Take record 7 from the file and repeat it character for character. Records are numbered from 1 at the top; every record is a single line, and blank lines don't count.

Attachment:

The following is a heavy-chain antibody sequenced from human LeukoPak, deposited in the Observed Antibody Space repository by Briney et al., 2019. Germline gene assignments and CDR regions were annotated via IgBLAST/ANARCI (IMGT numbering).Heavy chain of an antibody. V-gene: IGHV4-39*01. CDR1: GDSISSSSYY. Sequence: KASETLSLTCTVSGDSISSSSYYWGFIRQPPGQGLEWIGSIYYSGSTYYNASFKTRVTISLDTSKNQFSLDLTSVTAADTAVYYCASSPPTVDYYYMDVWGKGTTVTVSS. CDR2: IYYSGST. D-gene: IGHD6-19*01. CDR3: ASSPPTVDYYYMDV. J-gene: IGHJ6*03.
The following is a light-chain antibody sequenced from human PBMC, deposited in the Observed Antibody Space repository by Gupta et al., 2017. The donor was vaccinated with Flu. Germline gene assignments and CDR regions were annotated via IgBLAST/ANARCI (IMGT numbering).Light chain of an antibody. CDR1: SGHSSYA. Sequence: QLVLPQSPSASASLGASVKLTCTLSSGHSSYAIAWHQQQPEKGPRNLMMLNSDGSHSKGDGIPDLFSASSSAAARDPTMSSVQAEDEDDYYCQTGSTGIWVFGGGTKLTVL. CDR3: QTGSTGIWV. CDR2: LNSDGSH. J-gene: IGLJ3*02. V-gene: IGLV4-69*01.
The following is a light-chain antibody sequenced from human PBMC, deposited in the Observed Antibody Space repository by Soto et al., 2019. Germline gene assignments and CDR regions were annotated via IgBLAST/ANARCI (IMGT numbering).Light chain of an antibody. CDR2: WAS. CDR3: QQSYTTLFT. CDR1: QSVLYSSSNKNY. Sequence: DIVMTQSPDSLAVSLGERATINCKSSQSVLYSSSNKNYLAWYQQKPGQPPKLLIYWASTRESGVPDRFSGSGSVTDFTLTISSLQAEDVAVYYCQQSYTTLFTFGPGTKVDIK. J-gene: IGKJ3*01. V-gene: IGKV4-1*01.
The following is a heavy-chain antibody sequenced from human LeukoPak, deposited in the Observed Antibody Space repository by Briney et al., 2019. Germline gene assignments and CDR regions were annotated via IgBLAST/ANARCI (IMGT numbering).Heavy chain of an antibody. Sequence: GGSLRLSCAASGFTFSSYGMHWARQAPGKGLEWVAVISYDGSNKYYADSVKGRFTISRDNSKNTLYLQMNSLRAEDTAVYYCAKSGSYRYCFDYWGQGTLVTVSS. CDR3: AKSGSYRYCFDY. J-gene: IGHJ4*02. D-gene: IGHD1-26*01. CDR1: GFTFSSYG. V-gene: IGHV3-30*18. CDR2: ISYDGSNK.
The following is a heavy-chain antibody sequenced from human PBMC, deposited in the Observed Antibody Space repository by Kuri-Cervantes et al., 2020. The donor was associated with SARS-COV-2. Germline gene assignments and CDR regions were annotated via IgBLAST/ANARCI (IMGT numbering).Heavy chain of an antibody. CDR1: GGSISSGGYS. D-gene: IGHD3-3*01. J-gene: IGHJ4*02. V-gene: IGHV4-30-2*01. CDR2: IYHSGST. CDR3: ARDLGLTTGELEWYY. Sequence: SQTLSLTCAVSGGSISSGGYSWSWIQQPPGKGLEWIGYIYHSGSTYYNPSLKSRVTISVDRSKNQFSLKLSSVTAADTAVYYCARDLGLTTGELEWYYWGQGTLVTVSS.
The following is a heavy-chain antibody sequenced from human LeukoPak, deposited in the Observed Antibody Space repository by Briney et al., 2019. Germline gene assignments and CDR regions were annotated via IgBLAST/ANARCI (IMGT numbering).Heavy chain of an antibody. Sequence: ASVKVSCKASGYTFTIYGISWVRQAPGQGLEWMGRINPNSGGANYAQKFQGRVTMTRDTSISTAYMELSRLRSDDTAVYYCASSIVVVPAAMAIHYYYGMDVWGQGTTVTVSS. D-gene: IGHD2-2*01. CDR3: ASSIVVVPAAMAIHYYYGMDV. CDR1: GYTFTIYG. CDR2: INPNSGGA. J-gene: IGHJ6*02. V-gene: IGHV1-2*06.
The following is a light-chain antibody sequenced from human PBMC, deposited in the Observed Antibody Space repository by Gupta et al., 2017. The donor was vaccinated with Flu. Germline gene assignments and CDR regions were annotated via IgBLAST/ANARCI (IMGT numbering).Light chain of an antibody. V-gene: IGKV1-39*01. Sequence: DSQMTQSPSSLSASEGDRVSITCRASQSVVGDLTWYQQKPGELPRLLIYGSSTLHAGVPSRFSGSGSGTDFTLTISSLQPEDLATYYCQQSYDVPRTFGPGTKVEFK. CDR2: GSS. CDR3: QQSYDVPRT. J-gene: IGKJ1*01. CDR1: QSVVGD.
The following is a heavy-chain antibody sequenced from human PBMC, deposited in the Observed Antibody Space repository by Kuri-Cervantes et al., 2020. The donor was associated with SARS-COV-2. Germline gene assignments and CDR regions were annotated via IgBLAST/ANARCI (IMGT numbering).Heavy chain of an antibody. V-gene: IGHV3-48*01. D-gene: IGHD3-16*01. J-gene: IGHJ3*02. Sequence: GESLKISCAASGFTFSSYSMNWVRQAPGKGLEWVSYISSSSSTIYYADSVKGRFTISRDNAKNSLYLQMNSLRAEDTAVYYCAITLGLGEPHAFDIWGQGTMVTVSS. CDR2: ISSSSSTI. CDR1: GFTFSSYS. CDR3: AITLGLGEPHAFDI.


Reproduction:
The following is a light-chain antibody sequenced from human PBMC, deposited in the Observed Antibody Space repository by Gupta et al., 2017. The donor was vaccinated with Flu. Germline gene assignments and CDR regions were annotated via IgBLAST/ANARCI (IMGT numbering).Light chain of an antibody. V-gene: IGKV1-39*01. Sequence: DSQMTQSPSSLSASEGDRVSITCRASQSVVGDLTWYQQKPGELPRLLIYGSSTLHAGVPSRFSGSGSGTDFTLTISSLQPEDLATYYCQQSYDVPRTFGPGTKVEFK. CDR2: GSS. CDR3: QQSYDVPRT. J-gene: IGKJ1*01. CDR1: QSVVGD.